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County of Yorkshire

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County of Yorkshire last won the day on May 29 2018

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    Born and raised in the East Riding, save for degree studies in the big smoke. Unfortunately almost at the opposite end of the Tees-Exe line for the GWR!

    Currently building up (hoarding) my fleet, and taking my first steps in scratch & kit building, via modifying RTR! The dream? A secondary GWR mainline in the winter/spring of 1946/7, with plenty of operating interest, and justification to run all classes of Swindon's finest!

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  1. Kernow have the Hawksworths and some Collets for £29.99, and unbelievably, some of the Collett subs at £24.49! At that price i'm struggling to not order some more even though I have all I realistically need. CoY
  2. Hi Brian and team. I'd argue that this is an even more important poll than the Toplight one, as the range of coaching stock in this poll span almost 50 years and most coach styles are needed to accurately model the GWR in its 1920's to 1930's heyday. As I model the GWR immediately post-war (1945 to 1947) in theory I could justify any of the above; even Clerestories hung on carrying passengers in penny numbers until about 1950. However, it would be unwise to vote for all types as I think it would provide too a diffuse selection for the manufacturers. In that case - and it's head over heart here - I would buy the following RTR and thus vote accordingly: 2 3 4 5 9 10 11 If absolutely pushed I would say that 11 - Sunshine coaches are vital to have in RTR to modern standards, closely followed by 9 - bow ended general service coaches of 1930-33 (as someone said, the C67 in this coaching range was the fourth most produced TK of the GWR). I just think that clerestories are too niche and will probably fall prey to a "generic" release a la the 4 & 6 wheel Genesis/Hornby coaches. In terms of the special service stock of Cornish Riviera, Super Saloons and Centenery stock, again they're too niche, and as they weren't many of them, if you really want them, buy kits and build them - or even pay someone to make them for you! The coach ranges I've voted for were general service vehicles and as such I would buy well into double figures of them if ever made RTR. Imagine an express of 70 footers behind a King or Castle! Cor! Cheers. CoY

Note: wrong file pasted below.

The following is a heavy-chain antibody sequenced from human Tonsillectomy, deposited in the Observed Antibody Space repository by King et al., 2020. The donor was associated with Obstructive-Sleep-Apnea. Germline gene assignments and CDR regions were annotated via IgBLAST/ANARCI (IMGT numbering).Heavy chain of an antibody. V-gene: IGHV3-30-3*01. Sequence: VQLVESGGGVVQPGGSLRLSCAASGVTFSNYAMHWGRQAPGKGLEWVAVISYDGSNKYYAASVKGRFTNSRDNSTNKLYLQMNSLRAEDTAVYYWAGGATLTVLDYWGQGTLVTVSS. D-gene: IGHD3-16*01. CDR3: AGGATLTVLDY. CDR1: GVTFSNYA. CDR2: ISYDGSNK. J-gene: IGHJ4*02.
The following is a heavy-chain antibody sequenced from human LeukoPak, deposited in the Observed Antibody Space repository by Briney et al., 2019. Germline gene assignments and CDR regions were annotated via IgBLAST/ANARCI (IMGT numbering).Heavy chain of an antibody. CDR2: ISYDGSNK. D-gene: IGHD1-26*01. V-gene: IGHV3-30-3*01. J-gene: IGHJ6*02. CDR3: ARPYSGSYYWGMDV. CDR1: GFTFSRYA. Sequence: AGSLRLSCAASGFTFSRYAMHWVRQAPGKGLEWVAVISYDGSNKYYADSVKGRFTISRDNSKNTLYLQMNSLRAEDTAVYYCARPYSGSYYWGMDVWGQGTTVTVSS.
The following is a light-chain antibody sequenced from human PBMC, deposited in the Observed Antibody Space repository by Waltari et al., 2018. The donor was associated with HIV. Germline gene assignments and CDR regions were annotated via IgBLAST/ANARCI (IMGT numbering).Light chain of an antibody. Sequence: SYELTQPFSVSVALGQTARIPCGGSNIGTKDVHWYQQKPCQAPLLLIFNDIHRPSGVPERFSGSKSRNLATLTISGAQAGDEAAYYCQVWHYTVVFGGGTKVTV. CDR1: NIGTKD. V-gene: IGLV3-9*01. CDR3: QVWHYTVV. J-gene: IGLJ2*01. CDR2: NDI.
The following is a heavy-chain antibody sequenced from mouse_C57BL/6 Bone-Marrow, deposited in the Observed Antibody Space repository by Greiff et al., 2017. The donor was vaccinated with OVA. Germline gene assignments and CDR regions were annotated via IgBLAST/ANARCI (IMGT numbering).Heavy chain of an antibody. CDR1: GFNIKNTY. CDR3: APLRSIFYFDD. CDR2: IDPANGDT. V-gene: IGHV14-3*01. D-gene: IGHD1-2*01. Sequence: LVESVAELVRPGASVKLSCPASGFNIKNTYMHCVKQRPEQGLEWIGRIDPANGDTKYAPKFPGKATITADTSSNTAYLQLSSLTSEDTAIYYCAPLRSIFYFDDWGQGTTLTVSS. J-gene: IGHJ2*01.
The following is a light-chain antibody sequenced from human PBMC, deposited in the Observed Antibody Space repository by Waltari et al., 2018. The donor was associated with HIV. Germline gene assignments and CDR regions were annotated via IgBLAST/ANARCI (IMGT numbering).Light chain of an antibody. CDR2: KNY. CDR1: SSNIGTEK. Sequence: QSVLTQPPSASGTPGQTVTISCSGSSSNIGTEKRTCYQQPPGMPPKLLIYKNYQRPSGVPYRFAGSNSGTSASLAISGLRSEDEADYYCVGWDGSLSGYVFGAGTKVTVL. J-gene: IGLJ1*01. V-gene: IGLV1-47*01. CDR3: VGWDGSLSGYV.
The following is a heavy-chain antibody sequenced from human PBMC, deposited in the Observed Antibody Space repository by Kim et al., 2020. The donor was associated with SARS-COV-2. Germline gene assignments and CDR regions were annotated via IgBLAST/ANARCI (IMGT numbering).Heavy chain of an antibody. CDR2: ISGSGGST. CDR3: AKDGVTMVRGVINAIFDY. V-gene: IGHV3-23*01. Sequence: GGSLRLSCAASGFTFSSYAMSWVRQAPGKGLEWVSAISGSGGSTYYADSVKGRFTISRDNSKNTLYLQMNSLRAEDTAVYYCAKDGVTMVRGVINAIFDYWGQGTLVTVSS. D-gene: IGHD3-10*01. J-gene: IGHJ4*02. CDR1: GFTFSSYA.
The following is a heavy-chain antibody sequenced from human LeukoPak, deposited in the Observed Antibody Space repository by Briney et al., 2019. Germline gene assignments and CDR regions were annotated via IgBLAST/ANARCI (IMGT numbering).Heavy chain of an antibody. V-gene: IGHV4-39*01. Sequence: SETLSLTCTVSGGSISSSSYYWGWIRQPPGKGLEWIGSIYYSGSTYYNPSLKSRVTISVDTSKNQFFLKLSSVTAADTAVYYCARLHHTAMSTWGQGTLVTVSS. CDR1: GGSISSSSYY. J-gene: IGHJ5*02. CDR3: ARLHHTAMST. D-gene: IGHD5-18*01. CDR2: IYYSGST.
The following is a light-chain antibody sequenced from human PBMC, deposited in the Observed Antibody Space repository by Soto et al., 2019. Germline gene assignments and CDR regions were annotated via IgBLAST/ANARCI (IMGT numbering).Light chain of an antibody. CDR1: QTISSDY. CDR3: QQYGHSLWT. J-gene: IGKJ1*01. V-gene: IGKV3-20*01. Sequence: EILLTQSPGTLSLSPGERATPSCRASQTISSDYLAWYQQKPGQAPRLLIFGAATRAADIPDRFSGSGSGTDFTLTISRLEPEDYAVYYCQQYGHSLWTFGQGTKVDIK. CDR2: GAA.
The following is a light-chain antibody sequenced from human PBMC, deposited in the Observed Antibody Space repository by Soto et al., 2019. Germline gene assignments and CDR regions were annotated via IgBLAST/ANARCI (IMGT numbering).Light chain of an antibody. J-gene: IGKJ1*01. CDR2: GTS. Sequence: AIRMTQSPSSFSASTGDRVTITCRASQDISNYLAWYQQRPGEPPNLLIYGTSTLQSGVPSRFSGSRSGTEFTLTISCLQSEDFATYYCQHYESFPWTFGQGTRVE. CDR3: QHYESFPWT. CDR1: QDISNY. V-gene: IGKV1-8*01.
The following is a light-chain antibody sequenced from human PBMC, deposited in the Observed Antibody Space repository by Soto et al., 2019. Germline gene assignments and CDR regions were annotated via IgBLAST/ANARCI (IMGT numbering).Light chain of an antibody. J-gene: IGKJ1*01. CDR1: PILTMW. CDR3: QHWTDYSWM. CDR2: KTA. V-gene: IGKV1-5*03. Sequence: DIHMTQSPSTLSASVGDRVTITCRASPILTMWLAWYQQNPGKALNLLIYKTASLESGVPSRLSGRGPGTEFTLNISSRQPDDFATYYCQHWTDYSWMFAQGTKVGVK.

3. Emphatically, I vote for 1. As others have said, this is the only way this particular train is going to leave the station! I would buy multiples of each, though especially the TK and BG. CoY
  4. There has never been an RTR GWR Iron Mink prior to this one. There has been two kits of the V6 diagram; a white metal one by ABS kits (no longer available), and a plastic one by Ratio (now via Peco) and still available. I've never seen an ABS kit but I seem to understand that it was quite well regarded in terms of dimensions and detail, but happy to be proven wrong. The Ratio kit is too narrow in the body, and as the sides are too high the roof doesn't sit flush against the sides and ends, leaving a minor air gap, but is otherwise quite serviceable and can be tinkered with to suit the modeler's prerogative. This new Rails version has attracted much comment as to its quality and finesse. Straight away I would say the roof sheet looks too thick and therefore crude, the brake gear looks overscale, the coupling hook looks a bit flimsy and done in plastic which would make fitting 3-links a challenge (and it doesn't seem like 3-links are included, despite Oxford Rail now including them with their wagons at 1/2 the price of this), and the wheels are Dapol's standard crude type that are overscale in most dimensions (spokes, wheel rims etc). Others have mentioned that the holes on the solebar are too large, but I cannot comment on that. The livery on some versions is suspect too. It would have been very unlikely for the late GWR and BR versions to have a brilliant white roof such as that shown - certainly by the start of WW2 all van roofs went into a dark grey colour. Furthermore, the late-GWR livery is dodgy as the font style does not look right - the lettering is too narrow. Hope this helps. CoY